(Rare photo of Tom Horn from the Wyoming State Museum)
Tom Horn is buried in the Old Pioneer Cemetery which is part of the Columbia Cemetery in Boulder, Colorado
Tom Horn was born November 21, 1860 in Memphis, Scotland County, Missouri where he learned to hunt and use his rifle. Very little is known of his early days (Civil War era) but by piecing together his ancestry, it is believed that his father, Thomas Horn was the brother of Margaret Horn (1837-1863) who married Cornelius James Van Patten (1828-1901). The parents of Thomas Horn and Margaret (Horn) Van Patten were Martin (1772-1856) and Drucillia (Melick) Horn of Knox County, Ohio.
Martin Horn, father of Thomas and Margaret, migrated from Washington County, Pennsylvania to Knox County, Ohio. Thomas Horn, Tom's father, migrated from Knox County, Ohio to Scotland County, Missouri during the early 1850's.
Tom ran away from home at the age of 16 (some say 14), traveling to the southwest where he became an indian scout and interpreter during the Apache Indian Wars. Tom was called "the talking boy" by the great Apache chief, Geronimo, who would allow no others to interpret. Tom was involved in the surrender of Geronimo, as well. He was also a Pinkerton Railroad Detective, a prospector, and even joined Teddy Roosevelt and the Roughriders in Tampa, Florida, serving as a packmaster during the Spanish-American War.
In his thirst for excitement, he was led to Wyoming during the cattle wars of the 1890's and served as Stock Detective for the Wyoming Stockgrowers Association. It was here that he became infamous as a 'hired gun'. He was hired by the wealthy ranchers to "persuade" rival ranchers, rustlers, squatters and the like to leave the area - perminetly. He was not a gunslinger but more of a bushwacker, lying in wait behind a boulder or tree and shooting his victims unaware. In order to be paid for his work, he came up with a trademark so his employers knew it was Tom Horn who did the deed - Tom put a stone beneath the head of all his victims.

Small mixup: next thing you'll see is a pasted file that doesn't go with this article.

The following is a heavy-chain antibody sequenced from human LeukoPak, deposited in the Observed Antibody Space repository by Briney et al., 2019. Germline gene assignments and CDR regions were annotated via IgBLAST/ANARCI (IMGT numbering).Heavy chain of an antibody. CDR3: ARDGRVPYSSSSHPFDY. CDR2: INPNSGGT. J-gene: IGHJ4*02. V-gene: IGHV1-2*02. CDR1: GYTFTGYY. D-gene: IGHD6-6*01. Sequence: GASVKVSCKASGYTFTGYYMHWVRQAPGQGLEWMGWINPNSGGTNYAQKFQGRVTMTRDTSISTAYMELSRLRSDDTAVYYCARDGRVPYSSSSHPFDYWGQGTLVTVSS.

It was during this time that he shot and killed 14 year old, Willie Nickell, mistaking Willie for his father (Tom's intended victim). Willie was wearing his father's coat and hat and was riding his father's horse.
Mistaken identity is not a just defense and many historians doubt that he was ever guilty of the crime. In 1901, Tom was convicted of murder and sentenced to death. Tom was hung in Cheyenne, Wyoming - November 20, 1903. His body was taken to Boulder, Colorado for burial by his brother Charles. It has been reported that an entourage of 2,500 people made the journey to Boulder, led by his brothers Charles and Martin. Tom was well liked and considered a friend by many who knew him.